|Student:||Zach J. Wheeler|
|School:||Grove City College|
|E-mail:||zachw.foss at gmail dot com|
|Project:||The Effect of Feature Distribution on Relational Learning|
I'm a rising Senior at Grove City College, studying Mathematics with a minor in Computer Science. My interests have shifted gradually over the course of my undergraduate experience from computers to math, and consequently I have perhaps a much stronger background in the former than my intended career trajectory would suggest. My goal is to obtain a Ph.D. in some branch of pure mathematics, then teach and do research. In my leisure time, I enjoy music, poetry, pick-up soccer, and classic literature.
In the summer of 2013, an REU student stumbled across results that suggested a correlation between how closely a feature set follows Zipf's Law and the performance of "Higher-Order Naive Bayes" (HONB), a recently developed relational learning algorithm. I and Leo Behe are tasked with investigating this correlation in greater detail. We wish to discover whether there is a useful predictive relationship between feature distribution and the performance of relational learning algorithms, and there is also potential that our findings will shed light on the theoretical underpinnings of when and why relational learning is effective as well.
We started an intial sweep of the feature space, beginning to run tests on the datasets previously identified. I also did further research into how to rigorously test for the presence of Zipf's law.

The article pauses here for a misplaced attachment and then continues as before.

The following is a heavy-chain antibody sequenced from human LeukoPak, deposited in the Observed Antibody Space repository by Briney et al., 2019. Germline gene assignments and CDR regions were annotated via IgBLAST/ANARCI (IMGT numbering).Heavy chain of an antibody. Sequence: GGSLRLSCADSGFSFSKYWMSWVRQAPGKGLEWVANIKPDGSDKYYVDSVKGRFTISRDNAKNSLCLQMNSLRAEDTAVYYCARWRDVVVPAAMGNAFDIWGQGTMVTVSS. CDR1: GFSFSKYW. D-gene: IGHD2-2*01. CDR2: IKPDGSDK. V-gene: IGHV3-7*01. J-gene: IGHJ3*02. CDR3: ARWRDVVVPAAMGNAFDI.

On Friday afternoon, I succeeded in generalizing the formula previously used to count 2nd, 3rd, and 4th -order paths to paths of any order. It turns out that a trick from Order Theory produces the formula, with a simple proof. This solves a problem left open in the 2011 paper that introduced the HONB algorithm.
Additionally, Leo and I gave a second presentation to the CCICADA Research Group, describing the essential goals of our project.
I spent a lot of time this week wrangling with the practical issues of running tests on real world datasets with less-than-perfect code. More reason to study pure mathematics. There were three distinct problems:
First I wrote a script to automatically coagulate test results, also generating and displaying graphs of the feature distribution for each test case. We've already put it to good use. Along the way I discovered that the code formerly used to tabulate results ran the T-tests incorrectly, but that problem is fixed in this new script.
Later in the week I also began thinking about more efficient ways to count higher-order paths. Presently we use exclusively second-order paths, but at some point we want to explore the effectiveness of longer paths. We will most likely need to focus on approximation algorithms, since the problem is #P-complete.
This week I prepared to run more tests, formatted previous test results, fixed minor bugs in the new script, and thought of another angle to approach the theory side of the project from. I may be able to prove a theorem that helps explain why we see superior performance in HONB on the small sample sizes that NB has so much trouble with.
We spent most of this week pulling results together and preparing our final presentation. That presentation is not included here since it contains publishable results. The possibility of a theorem mentioned previously is still present, but investigating it has been postponed.
These weeks I spent in Prague with a few other American students and our Czech collegues. There was little time to work on this project, but what time I had I devoted to preparing our final report and submitting a paper abstract.